Accordingly, plaintiff/appellant may not appeal in forma pauperis unless he falls within the statutory exception set forth in 28 U.S.C. § 1915(g), which applies to prisoners who are “under imminent danger of serious physical injury.” “By using the term ‘imminent,' Congress indicated that it wanted to include a safety valve for the ‘three strikes' rule to prevent impending harms, not those harms that had already occurred.” Abdul-Akbar, 239 F.3d at 315. See also Banos v. O'Guin, 144 F.3d 883, 885 (5th Cir. 1998) (finding that the prisoner appellant was not entitled to pauper status on appeal where he failed to establish that he faced imminent danger of serious physical injury at the time the appeal was filed).

         Plaintiff/appellant claims he is in imminent danger based on alleged death threats on the part of the defendants to this action and allegations of insufficient medical treatment. The undersigned notes that plaintiff/appellant currently has at least seven cases pending in which he claims that he is in imminent danger based on death threats by other defendants and/or generalized lack of medical care claims. See Nos. 16-317 (Doc. 120: “I am constantly being subject to death threats and being denied medical.”), 16-1099 (Doc. 69 at PageID 491) (“I have been the subject of death threats by defendants Bauer, Osborne, Rogers, Dillows”), 17-95 (Doc. 53 at PageID 305) (“plaintiff has been threatened with death by Lt. Kyer . . . along with being the subject of excessive force denial of medical treatment and being subject to cold air from the intentional opening of the windows outside my cell”), 17-464 (Doc. 41 at PageID 218) (“I have been threatened with death by Defendant Williams and her co-workers . . . and been subject to retaliation and excessive force and the denial of medical treatment.”), 18-498 (claiming to be “the subject of death threats daily with the most recent death threats occurring on January 3, 2018 by c/o Lafferty and c/o Late.”), 19-50 (Doc. 1 at PageID 9-10) (claiming imminent danger based on death threats from Brian Barney and based on the denial of medical treatment), and 19-107 (Doc. 1 at PageID 12) (claiming imminent danger based on the denial of medical treatment related to OC spray).[2]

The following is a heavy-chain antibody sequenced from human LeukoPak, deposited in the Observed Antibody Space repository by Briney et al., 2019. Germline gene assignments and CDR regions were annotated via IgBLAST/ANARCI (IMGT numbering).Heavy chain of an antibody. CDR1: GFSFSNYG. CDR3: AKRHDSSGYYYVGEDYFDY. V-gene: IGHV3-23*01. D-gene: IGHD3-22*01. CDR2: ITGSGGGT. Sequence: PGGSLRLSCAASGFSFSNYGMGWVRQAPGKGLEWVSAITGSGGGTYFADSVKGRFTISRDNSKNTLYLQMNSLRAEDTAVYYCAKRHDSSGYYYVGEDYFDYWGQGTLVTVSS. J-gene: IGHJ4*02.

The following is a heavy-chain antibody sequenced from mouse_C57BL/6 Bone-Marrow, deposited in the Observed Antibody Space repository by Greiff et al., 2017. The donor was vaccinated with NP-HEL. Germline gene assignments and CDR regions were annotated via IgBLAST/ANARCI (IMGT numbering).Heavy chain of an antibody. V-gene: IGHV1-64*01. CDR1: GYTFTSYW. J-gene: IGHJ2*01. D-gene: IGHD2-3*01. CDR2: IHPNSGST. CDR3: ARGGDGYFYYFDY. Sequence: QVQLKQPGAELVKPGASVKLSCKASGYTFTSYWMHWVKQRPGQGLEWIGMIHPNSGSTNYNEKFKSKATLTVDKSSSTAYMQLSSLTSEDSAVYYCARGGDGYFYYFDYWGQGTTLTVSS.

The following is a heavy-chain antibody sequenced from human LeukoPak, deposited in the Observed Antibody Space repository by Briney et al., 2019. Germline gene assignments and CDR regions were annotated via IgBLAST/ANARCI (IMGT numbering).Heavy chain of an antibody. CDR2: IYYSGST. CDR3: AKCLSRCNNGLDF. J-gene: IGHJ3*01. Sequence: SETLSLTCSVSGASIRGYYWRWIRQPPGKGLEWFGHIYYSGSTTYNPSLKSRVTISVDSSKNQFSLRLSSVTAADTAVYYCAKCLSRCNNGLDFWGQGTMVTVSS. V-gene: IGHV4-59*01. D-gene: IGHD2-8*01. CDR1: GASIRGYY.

In one of plaintiff/appellant's cases, the Court recently denied plaintiff/appellant's motion to amend his complaint to include allegations of imminent danger and denied petitioner's motion for leave to proceed in forma pauperis. Specifically, plaintiff/appellant sought to amend the complaint to include allegations that he was denied mental health treatment and was sprayed “with a deadly amount of OC spray on Oct. 15, 2018, and denied medical treatment.” See McDougald v. Ms. Salyers, 1:18-cv-523 (S.D. Ohio Feb. 1, 2019) (Doc. 7). These are the same allegations plaintiff/appellant raises in his objections to the pending Report and Recommendation in this action.[3] (See Doc. 120). The Court denied plaintiff/appellant's motions, reasoning as follows:

With regard to Mr. McDougald's allegations, the Court concludes that the failure to provide medical treatment for the alleged October 15, 2018 “deadly amount of OC spray” did not exist at the time of McDougald's July 30, 2018 complaint, and is, therefore, not an appropriate amendment to the instant action. Accordingly, his request to amend his complaint to include this allegation is denied.
The Court has no doubt that Mr. McDougald struggles with mental health challenges and in obtaining the best possible treatment for those challenges. However, viewed in context with his Complaint in this case and with the allegations contained in many of his prior lawsuits in the Southern District of Ohio, the Court finds that the allegations are insufficient to allow a court to draw reasonable inferences that the danger presently ...